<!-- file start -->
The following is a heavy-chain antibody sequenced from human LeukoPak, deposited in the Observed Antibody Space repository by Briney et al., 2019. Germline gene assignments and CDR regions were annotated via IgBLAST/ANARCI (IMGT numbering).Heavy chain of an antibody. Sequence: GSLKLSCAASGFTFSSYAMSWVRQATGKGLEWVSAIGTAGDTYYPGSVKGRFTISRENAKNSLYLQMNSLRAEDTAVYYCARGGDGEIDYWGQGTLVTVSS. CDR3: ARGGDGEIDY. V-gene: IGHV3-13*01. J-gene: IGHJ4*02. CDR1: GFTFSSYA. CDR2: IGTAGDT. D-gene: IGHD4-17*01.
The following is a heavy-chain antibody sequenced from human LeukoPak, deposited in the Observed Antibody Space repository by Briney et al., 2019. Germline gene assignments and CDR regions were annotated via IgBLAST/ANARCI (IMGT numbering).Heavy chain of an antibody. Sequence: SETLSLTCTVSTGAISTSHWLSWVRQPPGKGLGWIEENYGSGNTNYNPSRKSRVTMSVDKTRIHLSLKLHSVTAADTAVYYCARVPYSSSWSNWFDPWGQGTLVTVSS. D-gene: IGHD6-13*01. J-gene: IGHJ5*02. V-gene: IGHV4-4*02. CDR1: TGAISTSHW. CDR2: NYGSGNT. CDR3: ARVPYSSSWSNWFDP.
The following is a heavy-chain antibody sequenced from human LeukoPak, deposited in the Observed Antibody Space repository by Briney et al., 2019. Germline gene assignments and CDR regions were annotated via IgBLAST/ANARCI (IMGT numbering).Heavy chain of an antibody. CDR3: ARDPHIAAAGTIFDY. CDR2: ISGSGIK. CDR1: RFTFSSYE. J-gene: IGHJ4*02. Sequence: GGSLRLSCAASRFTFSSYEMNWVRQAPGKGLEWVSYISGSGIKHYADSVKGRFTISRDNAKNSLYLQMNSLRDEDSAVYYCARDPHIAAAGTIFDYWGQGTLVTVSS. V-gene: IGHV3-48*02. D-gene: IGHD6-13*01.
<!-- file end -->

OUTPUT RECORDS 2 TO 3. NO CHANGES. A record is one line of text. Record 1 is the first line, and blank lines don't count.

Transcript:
The following is a heavy-chain antibody sequenced from human LeukoPak, deposited in the Observed Antibody Space repository by Briney et al., 2019. Germline gene assignments and CDR regions were annotated via IgBLAST/ANARCI (IMGT numbering).Heavy chain of an antibody. Sequence: SETLSLTCTVSTGAISTSHWLSWVRQPPGKGLGWIEENYGSGNTNYNPSRKSRVTMSVDKTRIHLSLKLHSVTAADTAVYYCARVPYSSSWSNWFDPWGQGTLVTVSS. D-gene: IGHD6-13*01. J-gene: IGHJ5*02. V-gene: IGHV4-4*02. CDR1: TGAISTSHW. CDR2: NYGSGNT. CDR3: ARVPYSSSWSNWFDP.
The following is a heavy-chain antibody sequenced from human LeukoPak, deposited in the Observed Antibody Space repository by Briney et al., 2019. Germline gene assignments and CDR regions were annotated via IgBLAST/ANARCI (IMGT numbering).Heavy chain of an antibody. CDR3: ARDPHIAAAGTIFDY. CDR2: ISGSGIK. CDR1: RFTFSSYE. J-gene: IGHJ4*02. Sequence: GGSLRLSCAASRFTFSSYEMNWVRQAPGKGLEWVSYISGSGIKHYADSVKGRFTISRDNAKNSLYLQMNSLRDEDSAVYYCARDPHIAAAGTIFDYWGQGTLVTVSS. V-gene: IGHV3-48*02. D-gene: IGHD6-13*01.